Working within a bioterrorism scenario, an early warning system to detect attacks fulfilled its mission. Those who conducted the test say that, had it been real, millions of lives would have been saved. “We estimate that smallpox cases could have been reduced by as much as six or seven orders of magnitude, from 10 million without the early warning system to 10 cases with it in place,” says Kenneth Mandl, director of emergency medicine at Children’s Hospital in Boston. Mandl also believes that the new system could decrease the toll from a large-scale anthrax attack or a lethal outbreak of SARS (severe acute respiratory syndrome). “On the basis of simulations, it has been estimated that we could detect an anthrax attack two days earlier than now possible and decrease deaths sevenfold,” he says. In other words, instead of 70 deaths, there would only be 10.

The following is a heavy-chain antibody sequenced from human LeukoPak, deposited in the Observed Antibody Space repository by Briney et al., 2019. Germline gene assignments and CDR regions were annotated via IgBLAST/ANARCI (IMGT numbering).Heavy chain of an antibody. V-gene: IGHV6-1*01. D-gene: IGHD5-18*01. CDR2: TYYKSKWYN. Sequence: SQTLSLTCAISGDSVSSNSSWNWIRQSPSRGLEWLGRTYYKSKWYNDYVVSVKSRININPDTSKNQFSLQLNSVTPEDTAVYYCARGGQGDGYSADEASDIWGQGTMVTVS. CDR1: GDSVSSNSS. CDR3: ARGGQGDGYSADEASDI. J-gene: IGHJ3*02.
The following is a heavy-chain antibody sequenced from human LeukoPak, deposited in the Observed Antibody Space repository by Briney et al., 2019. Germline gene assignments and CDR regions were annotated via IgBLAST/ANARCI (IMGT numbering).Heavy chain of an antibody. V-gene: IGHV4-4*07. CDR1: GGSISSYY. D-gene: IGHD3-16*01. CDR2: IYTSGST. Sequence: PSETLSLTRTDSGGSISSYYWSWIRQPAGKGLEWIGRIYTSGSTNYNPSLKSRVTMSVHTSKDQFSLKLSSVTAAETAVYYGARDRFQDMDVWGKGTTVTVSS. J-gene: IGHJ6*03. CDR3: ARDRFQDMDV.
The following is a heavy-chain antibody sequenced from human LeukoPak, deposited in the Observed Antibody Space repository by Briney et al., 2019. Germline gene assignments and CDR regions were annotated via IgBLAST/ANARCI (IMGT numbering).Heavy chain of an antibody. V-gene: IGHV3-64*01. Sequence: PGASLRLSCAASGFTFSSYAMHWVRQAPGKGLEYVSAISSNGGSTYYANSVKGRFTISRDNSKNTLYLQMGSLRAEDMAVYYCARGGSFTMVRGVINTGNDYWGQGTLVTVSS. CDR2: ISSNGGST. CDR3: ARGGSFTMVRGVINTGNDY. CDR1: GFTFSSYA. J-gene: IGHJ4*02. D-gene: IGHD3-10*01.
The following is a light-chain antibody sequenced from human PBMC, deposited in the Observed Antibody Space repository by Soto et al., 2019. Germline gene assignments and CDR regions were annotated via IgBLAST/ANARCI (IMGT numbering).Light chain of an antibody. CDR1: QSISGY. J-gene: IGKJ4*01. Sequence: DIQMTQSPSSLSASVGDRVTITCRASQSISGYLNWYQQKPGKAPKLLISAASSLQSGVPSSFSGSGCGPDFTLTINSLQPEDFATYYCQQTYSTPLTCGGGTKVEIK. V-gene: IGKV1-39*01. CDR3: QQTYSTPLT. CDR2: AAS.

The system now functions at Children’s Hospital and Beth Israel Deaconess Medical Center, both Harvard-affiliated institutions in Boston. Mandl, who is an assistant professor of pediatrics at Harvard Medical School, expects to tie it into a Massachusetts statewide surveillance network before the end of the year. It also might form part of a national warning system now in the planning stage by the federal Centers for Disease Control and Prevention. The Harvard program and any national plan that it might become part of also would have the power to detect epidemics of natural diseases, such as West Nile virus, food poisoning, asthma, SARS, and environmentally caused cancers. “To be consistently supported and maintained, the system must be useful in periods when bioattacks are not as large a threat as they are today,” Mandl notes.